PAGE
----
Skip to: Content
Skip to: Site Navigation
Skip to: Search


Swiss-based consortium plans to look for oil in third world

By Tom KennedySpecial to The Christian Science Monitor / December 16, 1980



Calgary, Alberta

The list of the board of directors reads like a page from the international Who's Who directory. And that's just about what it is: An elite group of high-flying business tycoons who were recently brought together to dispense a new brand of foreign aid. The International Energy Development Corporation (IEDC), a newly formed venture to explore for petroleum in mostly third world countries, is the idea of Maurice Strong, founder of Petrocanada, Ottawa's own oil company. But IEDC is an energy company with a differrence. For one thing, unlike Petrocanada, it's privately owned.

Skip to next paragraph

Also, it now has a coterie of personnel -- a coterie of heavyweights with know-how, contacts at the top, and even financial resources rivaled only by a very few organizations. Mr. Strong, a former United Nations official, roped in Canadian, American, European and Mideast executives for a special mission.

Combining more or less equal doses of profit motivation and a genuine desire to render tangible help to the poorer nations worst hit by the energy crisis, IEDC proposes to explore for oil and natural gas and to develop it for the benefit of the host country if found.

Based in Geneva and wrapped in the neutral Swiss flag, IEDC is trying to avoid appearing like a multinational even though its financial, technical, and human resources are being drawn from several continents.

For the IEDC board, Mr. Strong, acting as its chairman, tapped luminaries like Dr. Francisco Parra, a Venezuelan who was economist guru of the Organization of Petroleum Exporting Countries and architect of his country's state oil company; Keith F. Huff, Exxon's former world manager for exploration; Abdul Razzak Hussain, vice-chairman of Kuwait Petroleum Corporation; and Gus A. Van Wielingen of Calgary, a self-made millionaire oilman.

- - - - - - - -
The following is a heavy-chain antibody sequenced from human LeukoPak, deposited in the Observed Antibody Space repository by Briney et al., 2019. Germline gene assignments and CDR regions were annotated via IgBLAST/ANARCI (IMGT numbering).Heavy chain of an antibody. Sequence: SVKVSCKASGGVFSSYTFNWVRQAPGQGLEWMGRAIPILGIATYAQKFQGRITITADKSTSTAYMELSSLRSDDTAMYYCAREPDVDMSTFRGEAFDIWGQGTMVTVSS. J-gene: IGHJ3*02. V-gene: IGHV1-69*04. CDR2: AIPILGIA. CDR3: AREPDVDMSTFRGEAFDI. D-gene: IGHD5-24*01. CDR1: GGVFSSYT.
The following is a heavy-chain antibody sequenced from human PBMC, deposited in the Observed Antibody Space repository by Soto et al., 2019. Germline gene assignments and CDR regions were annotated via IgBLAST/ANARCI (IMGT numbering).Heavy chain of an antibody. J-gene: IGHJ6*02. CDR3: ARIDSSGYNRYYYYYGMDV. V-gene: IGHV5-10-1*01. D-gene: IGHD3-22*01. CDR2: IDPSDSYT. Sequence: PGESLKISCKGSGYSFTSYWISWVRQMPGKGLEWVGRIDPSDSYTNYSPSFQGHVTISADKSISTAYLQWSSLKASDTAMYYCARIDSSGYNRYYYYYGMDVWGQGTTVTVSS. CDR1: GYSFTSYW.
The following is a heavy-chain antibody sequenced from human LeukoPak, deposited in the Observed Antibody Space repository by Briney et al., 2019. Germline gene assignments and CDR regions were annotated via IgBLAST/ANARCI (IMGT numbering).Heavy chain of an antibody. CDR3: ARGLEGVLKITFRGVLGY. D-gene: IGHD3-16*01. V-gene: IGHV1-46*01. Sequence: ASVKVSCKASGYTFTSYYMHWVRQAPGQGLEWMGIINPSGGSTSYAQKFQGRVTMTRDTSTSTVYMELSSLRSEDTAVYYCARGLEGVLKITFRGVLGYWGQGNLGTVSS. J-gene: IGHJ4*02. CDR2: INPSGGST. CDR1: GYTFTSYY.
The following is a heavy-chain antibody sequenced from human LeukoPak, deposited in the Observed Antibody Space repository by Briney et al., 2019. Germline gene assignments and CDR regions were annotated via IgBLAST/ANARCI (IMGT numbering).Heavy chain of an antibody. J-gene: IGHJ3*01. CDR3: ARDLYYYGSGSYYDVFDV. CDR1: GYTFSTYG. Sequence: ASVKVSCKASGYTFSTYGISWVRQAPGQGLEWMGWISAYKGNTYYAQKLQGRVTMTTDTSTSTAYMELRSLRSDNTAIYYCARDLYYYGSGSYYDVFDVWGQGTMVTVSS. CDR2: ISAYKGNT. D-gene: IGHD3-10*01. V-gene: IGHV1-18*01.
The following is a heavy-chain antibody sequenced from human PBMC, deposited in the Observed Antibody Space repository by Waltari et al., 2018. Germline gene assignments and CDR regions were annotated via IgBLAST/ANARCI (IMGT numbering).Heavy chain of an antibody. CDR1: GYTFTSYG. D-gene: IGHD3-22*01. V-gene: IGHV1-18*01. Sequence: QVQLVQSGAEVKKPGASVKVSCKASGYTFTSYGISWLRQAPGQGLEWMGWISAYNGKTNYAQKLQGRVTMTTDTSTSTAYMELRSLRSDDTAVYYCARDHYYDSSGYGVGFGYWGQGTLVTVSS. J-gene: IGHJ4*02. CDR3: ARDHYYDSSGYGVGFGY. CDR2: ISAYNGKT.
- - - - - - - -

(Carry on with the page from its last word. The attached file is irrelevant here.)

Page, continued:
In addition, there are Swedish automakers, international bankers, petroleum industry experts such a Pehr G. Gyllenbammar of Volvo; Nordine Ait-Lacussine, formerly of Algeria's Sonatrach; and John M. Godfrey, another prominent Canadian. According to Jim Saunders, president of Sulpetro, the main objective "is to put third world countries into the energy business."

IEDC is a business venture to be sure. It is expected to profit from selling expertise, developing fuel supplies for home consumption, and sales abroad of any surplus. But the operation is intended as a "grass roots" exercise with a good measure of self-help involved in the actual realization of a given country's energy potential. Sulpetro, Mr. Strong's Phoenix-based private company; AZL Resources Inc.; KPC; and Volvo are equal 25 percent shareholders in EIDC with an initial total capitalization of $10 million (US).

A recently formed IEDC subsidiary, International Gas Development Corporation, headed by George D. Carameros, former vice-chairman of El Paso Company with extensive liquefied natural gas experience, is yet another indication of the parent's possible future involvement in this fast-growing facet of the worldwide energy trade.

Several initial prospects in farflung places are now under evaluation, Mr. Saunders said in an interview. They happen to be in existing petroleum producing areas where perhaps the gas potential has not so far received as much attention as oil.

IEDC will not overemphasize gas, Mr. Saunders says, but the clean-burning and so far underused fuel will receive special attention as an alternative energy source. "this is not a philanthropic gesture by any means because we are looking for an eventual profit for ourselves," Mr. Saunders says.

Kuwait for example, now a leading oil producer and exporter, has an obvious motivation to help find new sources of supply to ease the pressure on its own depleting reserves.

Canada's Sulpetro also may go international with some of the exploration and marketing innovations practiced to successfully on its western Canadian turf.

The firm's approach is either by invitation through the vast connections of its directors or by old fashioned door-knocking. IEDC seeks concession rights and will have the capacity to offer turnkey energy development management just like any one of the "seven sisters," the main pillars of the international oil business.

But as mr. Saunders explains, IEDC hopes to avoid the stigma of big oil, usually regarded either with apprehension or treated with outright hostility in the sensitive third world in particular.